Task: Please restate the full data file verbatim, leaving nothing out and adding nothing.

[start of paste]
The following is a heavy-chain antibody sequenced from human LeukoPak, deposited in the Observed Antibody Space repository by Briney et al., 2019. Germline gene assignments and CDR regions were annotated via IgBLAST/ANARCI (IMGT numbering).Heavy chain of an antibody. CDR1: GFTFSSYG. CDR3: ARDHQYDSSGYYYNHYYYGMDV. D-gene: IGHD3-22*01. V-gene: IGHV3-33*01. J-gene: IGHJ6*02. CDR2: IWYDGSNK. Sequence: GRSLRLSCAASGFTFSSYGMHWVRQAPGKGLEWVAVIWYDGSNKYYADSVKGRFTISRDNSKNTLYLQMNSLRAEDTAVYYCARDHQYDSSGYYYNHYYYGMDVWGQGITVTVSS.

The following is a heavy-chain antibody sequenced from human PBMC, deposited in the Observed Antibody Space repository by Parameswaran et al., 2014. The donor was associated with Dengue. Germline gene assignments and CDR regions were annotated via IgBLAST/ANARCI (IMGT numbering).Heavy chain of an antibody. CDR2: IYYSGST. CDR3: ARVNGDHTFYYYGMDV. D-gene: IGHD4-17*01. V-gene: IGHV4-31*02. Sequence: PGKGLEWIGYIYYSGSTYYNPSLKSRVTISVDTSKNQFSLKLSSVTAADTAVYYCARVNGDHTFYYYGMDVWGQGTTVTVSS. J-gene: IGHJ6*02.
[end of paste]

The following is a heavy-chain antibody sequenced from human LeukoPak, deposited in the Observed Antibody Space repository by Briney et al., 2019. Germline gene assignments and CDR regions were annotated via IgBLAST/ANARCI (IMGT numbering).Heavy chain of an antibody. CDR1: GFTFSSYG. CDR3: ARDHQYDSSGYYYNHYYYGMDV. D-gene: IGHD3-22*01. V-gene: IGHV3-33*01. J-gene: IGHJ6*02. CDR2: IWYDGSNK. Sequence: GRSLRLSCAASGFTFSSYGMHWVRQAPGKGLEWVAVIWYDGSNKYYADSVKGRFTISRDNSKNTLYLQMNSLRAEDTAVYYCARDHQYDSSGYYYNHYYYGMDVWGQGITVTVSS.

The following is a heavy-chain antibody sequenced from human PBMC, deposited in the Observed Antibody Space repository by Parameswaran et al., 2014. The donor was associated with Dengue. Germline gene assignments and CDR regions were annotated via IgBLAST/ANARCI (IMGT numbering).Heavy chain of an antibody. CDR2: IYYSGST. CDR3: ARVNGDHTFYYYGMDV. D-gene: IGHD4-17*01. V-gene: IGHV4-31*02. Sequence: PGKGLEWIGYIYYSGSTYYNPSLKSRVTISVDTSKNQFSLKLSSVTAADTAVYYCARVNGDHTFYYYGMDVWGQGTTVTVSS. J-gene: IGHJ6*02.